Volume 67: Honesty in the Interview Process

Open and Honest Communication is the foundation of all strong relationships, 

business or otherwise. If one side is withholding information, or being outright deceitful, the relationship is doomed for failure.

Roy

If friends are lying to each other, or not sharing information that could help the other out, the relationship isn’t going to last very long.

If a vendor and customer aren’t honest about what they need or what they can supply, the relationship isn’t going to last very long.

In a marriage, if one or both sides are withholding information, lying, or cheating, the relationship isn’t going to last very long.

This takes me to a topic that we’ve covered before in this newsletter: employment with a company is essentially a professional marriage. If both sides are getting security and support, things tend to go well, and can lead people to happy and fulfilled lives.

And this all starts in the dating, or interview, process.

The purpose of dating before marriage is to get to know the other person before you marry them. You get comfortable with their strengths, their weaknesses, their aspirations and fears. You learn all of their tics, and if it’s not a good fit, you move on.

In some cases, people will put on a front, or hide part of themselves in order to attract a more desirable mate. Or maybe they feel like they’ve gone too long without, and need to settle for someone that doesn’t share the same goals and attitudes, just to fill the spot in their lives.

These situations are generally not going to end with happy and fulfilled people.

By the same token, the purpose of the interview process is to make sure that the candidate and employer are comfortable with each other and what they bring. The goal is to find the right professional fit.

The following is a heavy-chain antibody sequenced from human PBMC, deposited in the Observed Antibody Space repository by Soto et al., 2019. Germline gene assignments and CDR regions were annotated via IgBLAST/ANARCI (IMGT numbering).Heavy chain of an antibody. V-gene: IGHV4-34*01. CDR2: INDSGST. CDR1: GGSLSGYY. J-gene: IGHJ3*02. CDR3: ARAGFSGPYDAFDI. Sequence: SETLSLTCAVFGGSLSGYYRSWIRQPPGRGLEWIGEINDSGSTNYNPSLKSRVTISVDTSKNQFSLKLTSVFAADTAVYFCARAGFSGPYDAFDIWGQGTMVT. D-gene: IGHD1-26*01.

An employer wants to hear the candidate’s skill level, what their leadership style is, and how they deal with conflict. How will they fit into the culture of the team? What are their long term goals?

A candidate wants to know the company’s trying long term goals. What can they pay? What is the culture? What do they need from this position, and what support can they give?

Pitfalls:

If either side bends, or omits, the truth, they have set up the relationship for failure from the beginning.

And I do understand the temptation that employers and candidates feel: you want to be in the best position and hire the best people.

So, a candidate claims just a little more experience than they actually have in order to get an awesome, well-paying job with a good company. But, that’s going to come out when they get started and can’t measure up to expectations, and they’re not going to last very long.

To attract top talent, a company parades their set of employee-focused principles, but the reality in the facilities may be that those principles get pushed aside for production. That’s going to come out pretty quickly once an employee gets on board, and they’re not going to stay very long.

In both of these cases, the dishonesty, no matter how small, will be the reason the young, professional marriage falls apart, because you won’t have found the right fit.

If you don’t have enough experience yet, get a job that allows you to get that experience rather than stretching the truth on it. If your company’s focus is production above all else, then own it, and find an employee that is wired that way.

The right person is out there for every role, and the right role is out there for every person, but you have to be open and honest with yourself, and potential employers or candidates, to find it.

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